If he continues to develop his skills as a ball handler and playmaker, in addition to learning how to use his body offensively, Miles Bridges will definitely be fun to watch and could be a very impactful player with an all-star caliber ceiling.

Kevin Knox, SF

Out of all the players in this draft, Knox could arguably be the biggest steal. Still at just 18 years old, he stands 6’9”tall with a 7 foot wing span, and weighs 218 pounds. According to his college coach, Kentucky’s John Calipari, he’s still growing into his body.

Knox was Kentucky’s leading scorer and can put it in the basket at all three levels on the floor. He doesn’t make a lot of bad passes, has shown the ability to rebound and plays defense when engaged, but that’s the problem…he’s not always engaged. If his shot isn’t falling or he isn’t involved in the offense for stretches, he tends to fall out of games.

He can also be vulnerable to turning the ball over occasionally as a ball handler, and have tunnel vision as he sometimes dribbles with his head down. He seems like a young man who is just that…young. If he can become smarter, more mature and tough on the court, a lot of his weaknesses should improve.

Overall, Knox has the physical gifts to be an elite player in the NBA if everything works out right. In his lone college season, he was first team All-SEC and conference co-freshman of the year. If he lands with a good coach who can grow his game mentally, he has superstar potential.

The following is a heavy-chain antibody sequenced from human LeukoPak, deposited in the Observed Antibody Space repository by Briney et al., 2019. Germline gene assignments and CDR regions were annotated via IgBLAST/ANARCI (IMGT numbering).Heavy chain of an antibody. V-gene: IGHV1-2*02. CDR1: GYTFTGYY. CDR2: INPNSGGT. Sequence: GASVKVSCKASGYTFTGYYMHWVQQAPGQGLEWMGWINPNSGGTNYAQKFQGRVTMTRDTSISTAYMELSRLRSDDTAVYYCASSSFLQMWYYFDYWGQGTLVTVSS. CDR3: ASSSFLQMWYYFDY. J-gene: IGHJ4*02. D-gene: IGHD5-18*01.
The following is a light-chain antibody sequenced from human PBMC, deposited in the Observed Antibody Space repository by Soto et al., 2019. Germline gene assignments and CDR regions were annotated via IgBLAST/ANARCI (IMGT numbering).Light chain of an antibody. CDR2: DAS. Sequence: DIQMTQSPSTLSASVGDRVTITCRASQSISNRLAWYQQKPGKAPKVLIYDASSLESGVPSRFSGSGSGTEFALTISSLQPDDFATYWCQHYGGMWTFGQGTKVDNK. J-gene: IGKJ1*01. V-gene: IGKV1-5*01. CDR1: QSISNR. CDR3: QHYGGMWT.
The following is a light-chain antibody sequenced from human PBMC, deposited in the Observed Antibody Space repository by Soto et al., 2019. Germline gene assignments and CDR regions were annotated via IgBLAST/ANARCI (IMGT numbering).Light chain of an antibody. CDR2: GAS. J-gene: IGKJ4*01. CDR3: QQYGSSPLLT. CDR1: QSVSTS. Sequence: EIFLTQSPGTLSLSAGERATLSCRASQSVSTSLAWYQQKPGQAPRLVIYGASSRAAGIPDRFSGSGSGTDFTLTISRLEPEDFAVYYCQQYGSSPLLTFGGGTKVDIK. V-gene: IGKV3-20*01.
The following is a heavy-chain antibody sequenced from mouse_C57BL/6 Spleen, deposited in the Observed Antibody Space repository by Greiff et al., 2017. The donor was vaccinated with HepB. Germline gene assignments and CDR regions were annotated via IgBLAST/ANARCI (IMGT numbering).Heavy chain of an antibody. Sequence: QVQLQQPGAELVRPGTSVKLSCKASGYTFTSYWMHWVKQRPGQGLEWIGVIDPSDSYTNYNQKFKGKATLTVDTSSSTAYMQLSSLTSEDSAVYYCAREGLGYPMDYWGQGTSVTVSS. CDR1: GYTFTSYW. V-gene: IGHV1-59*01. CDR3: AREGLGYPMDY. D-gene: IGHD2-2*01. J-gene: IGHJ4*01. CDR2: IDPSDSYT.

Wendell Carter Jr., PF/C

If he hadn’t been playing next to Marvin Bagley at Duke, Carter might have had a lot more fanfare. At 6’10”, 251 pounds and a wingspan of 7’4”, Carter is big enough to play both frontcourt positions. He is arguably the most fundamentally sound player in the top of the draft, has an extremely well rounded game, a high basketball I.Q. and great work ethic. He is extremely skilled offensively in the post, can hit mid-range shots and stretch the floor to the three-point line. He’s also a good post defender who plays intelligently.

He isn’t going number one overall in this draft for a few reasons: First, he’s a little short to be a dominant big man in the NBA. He’s actually only 6 foot 8.75 inches without shoes on and has smaller hands than what you would like for a big. On top of that, he’s also not an extremely explosive or springy player (However, he had a very poor 7.85% body fat measurement at the combine. If he can cut that down, it might help in this area tremendously).

Lastly, he isn’t a great perimeter defender on smaller players. Given the way the current NBA is played, small ball lineups could take advantage of him if he gets isolated on the perimeter. In those situations he does semi-well going side to side, but is very poor going north-south. Basically, once that ball handler gets a step on him, he doesn’t recover very well.

Carter Jr. projects to be a very good NBA player. His ceiling isn’t quite as high as others, but he definitely has borderline all-star potential and a higher floor than most.

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About the author

Blake Gibbs

Blake Gibbs has been covering DFW sports since 2007. He has written for publications such as WFAA, Yahoo! Sports, The Sports page Weekly and was the Dallas Mavericks Editor of Content for BleacherReport.com. Blake also worked in radio, including a stop at CBS Radio Dallas (105.3 The Fan, KRLD, TSN) as a Sports News Anchor and On-Air Host.